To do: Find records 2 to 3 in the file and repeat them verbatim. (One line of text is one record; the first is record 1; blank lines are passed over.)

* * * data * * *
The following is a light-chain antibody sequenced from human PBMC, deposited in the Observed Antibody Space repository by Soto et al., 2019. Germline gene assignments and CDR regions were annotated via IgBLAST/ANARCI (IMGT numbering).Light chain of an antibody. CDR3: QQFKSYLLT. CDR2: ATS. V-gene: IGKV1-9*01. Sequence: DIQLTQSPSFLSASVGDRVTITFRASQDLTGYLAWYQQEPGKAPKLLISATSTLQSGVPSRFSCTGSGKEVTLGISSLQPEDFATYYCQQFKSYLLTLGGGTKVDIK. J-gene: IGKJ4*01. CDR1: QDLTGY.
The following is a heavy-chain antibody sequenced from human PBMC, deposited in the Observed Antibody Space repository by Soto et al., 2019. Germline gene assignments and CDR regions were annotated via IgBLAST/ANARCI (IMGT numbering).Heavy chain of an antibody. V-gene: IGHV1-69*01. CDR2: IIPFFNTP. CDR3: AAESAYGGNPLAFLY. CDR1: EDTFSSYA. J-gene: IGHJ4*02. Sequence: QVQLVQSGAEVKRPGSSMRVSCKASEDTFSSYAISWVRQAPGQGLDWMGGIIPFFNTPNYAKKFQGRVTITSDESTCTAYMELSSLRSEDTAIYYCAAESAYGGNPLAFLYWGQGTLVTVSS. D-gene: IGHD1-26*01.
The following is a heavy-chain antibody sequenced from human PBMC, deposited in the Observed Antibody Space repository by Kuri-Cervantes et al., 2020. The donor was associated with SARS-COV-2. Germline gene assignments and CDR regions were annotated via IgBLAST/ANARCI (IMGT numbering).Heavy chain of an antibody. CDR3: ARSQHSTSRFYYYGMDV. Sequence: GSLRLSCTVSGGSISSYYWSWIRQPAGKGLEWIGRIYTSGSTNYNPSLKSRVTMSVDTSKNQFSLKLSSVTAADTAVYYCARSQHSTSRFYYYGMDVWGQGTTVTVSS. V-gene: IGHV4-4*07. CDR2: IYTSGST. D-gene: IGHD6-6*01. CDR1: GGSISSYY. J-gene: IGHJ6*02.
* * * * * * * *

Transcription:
The following is a heavy-chain antibody sequenced from human PBMC, deposited in the Observed Antibody Space repository by Soto et al., 2019. Germline gene assignments and CDR regions were annotated via IgBLAST/ANARCI (IMGT numbering).Heavy chain of an antibody. V-gene: IGHV1-69*01. CDR2: IIPFFNTP. CDR3: AAESAYGGNPLAFLY. CDR1: EDTFSSYA. J-gene: IGHJ4*02. Sequence: QVQLVQSGAEVKRPGSSMRVSCKASEDTFSSYAISWVRQAPGQGLDWMGGIIPFFNTPNYAKKFQGRVTITSDESTCTAYMELSSLRSEDTAIYYCAAESAYGGNPLAFLYWGQGTLVTVSS. D-gene: IGHD1-26*01.
The following is a heavy-chain antibody sequenced from human PBMC, deposited in the Observed Antibody Space repository by Kuri-Cervantes et al., 2020. The donor was associated with SARS-COV-2. Germline gene assignments and CDR regions were annotated via IgBLAST/ANARCI (IMGT numbering).Heavy chain of an antibody. CDR3: ARSQHSTSRFYYYGMDV. Sequence: GSLRLSCTVSGGSISSYYWSWIRQPAGKGLEWIGRIYTSGSTNYNPSLKSRVTMSVDTSKNQFSLKLSSVTAADTAVYYCARSQHSTSRFYYYGMDVWGQGTTVTVSS. V-gene: IGHV4-4*07. CDR2: IYTSGST. D-gene: IGHD6-6*01. CDR1: GGSISSYY. J-gene: IGHJ6*02.